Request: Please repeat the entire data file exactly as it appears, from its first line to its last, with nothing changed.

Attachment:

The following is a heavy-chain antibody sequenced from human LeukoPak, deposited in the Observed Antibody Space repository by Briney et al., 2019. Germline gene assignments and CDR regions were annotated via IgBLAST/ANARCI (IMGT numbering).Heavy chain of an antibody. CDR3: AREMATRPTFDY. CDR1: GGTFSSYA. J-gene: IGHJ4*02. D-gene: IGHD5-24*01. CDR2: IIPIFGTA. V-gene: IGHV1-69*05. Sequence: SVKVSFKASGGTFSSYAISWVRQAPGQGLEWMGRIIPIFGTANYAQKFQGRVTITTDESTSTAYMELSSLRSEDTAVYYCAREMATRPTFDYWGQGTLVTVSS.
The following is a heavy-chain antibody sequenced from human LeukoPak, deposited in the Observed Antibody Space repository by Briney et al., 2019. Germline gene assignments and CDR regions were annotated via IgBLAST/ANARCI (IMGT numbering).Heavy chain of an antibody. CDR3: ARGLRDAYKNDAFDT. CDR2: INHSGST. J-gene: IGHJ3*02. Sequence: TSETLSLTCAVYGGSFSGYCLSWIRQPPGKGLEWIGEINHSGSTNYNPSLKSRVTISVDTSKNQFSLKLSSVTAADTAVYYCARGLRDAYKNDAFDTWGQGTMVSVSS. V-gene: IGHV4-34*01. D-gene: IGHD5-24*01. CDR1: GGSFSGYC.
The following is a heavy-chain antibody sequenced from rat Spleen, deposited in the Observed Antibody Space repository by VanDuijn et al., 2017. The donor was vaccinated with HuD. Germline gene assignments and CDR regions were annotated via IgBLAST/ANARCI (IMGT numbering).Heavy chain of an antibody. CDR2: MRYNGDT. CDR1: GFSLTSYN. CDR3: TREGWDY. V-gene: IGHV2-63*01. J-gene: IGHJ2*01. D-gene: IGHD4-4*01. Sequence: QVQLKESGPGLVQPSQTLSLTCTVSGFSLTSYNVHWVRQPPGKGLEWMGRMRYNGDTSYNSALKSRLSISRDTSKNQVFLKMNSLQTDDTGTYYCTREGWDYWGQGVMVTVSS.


The following is a heavy-chain antibody sequenced from human LeukoPak, deposited in the Observed Antibody Space repository by Briney et al., 2019. Germline gene assignments and CDR regions were annotated via IgBLAST/ANARCI (IMGT numbering).Heavy chain of an antibody. CDR3: AREMATRPTFDY. CDR1: GGTFSSYA. J-gene: IGHJ4*02. D-gene: IGHD5-24*01. CDR2: IIPIFGTA. V-gene: IGHV1-69*05. Sequence: SVKVSFKASGGTFSSYAISWVRQAPGQGLEWMGRIIPIFGTANYAQKFQGRVTITTDESTSTAYMELSSLRSEDTAVYYCAREMATRPTFDYWGQGTLVTVSS.
The following is a heavy-chain antibody sequenced from human LeukoPak, deposited in the Observed Antibody Space repository by Briney et al., 2019. Germline gene assignments and CDR regions were annotated via IgBLAST/ANARCI (IMGT numbering).Heavy chain of an antibody. CDR3: ARGLRDAYKNDAFDT. CDR2: INHSGST. J-gene: IGHJ3*02. Sequence: TSETLSLTCAVYGGSFSGYCLSWIRQPPGKGLEWIGEINHSGSTNYNPSLKSRVTISVDTSKNQFSLKLSSVTAADTAVYYCARGLRDAYKNDAFDTWGQGTMVSVSS. V-gene: IGHV4-34*01. D-gene: IGHD5-24*01. CDR1: GGSFSGYC.
The following is a heavy-chain antibody sequenced from rat Spleen, deposited in the Observed Antibody Space repository by VanDuijn et al., 2017. The donor was vaccinated with HuD. Germline gene assignments and CDR regions were annotated via IgBLAST/ANARCI (IMGT numbering).Heavy chain of an antibody. CDR2: MRYNGDT. CDR1: GFSLTSYN. CDR3: TREGWDY. V-gene: IGHV2-63*01. J-gene: IGHJ2*01. D-gene: IGHD4-4*01. Sequence: QVQLKESGPGLVQPSQTLSLTCTVSGFSLTSYNVHWVRQPPGKGLEWMGRMRYNGDTSYNSALKSRLSISRDTSKNQVFLKMNSLQTDDTGTYYCTREGWDYWGQGVMVTVSS.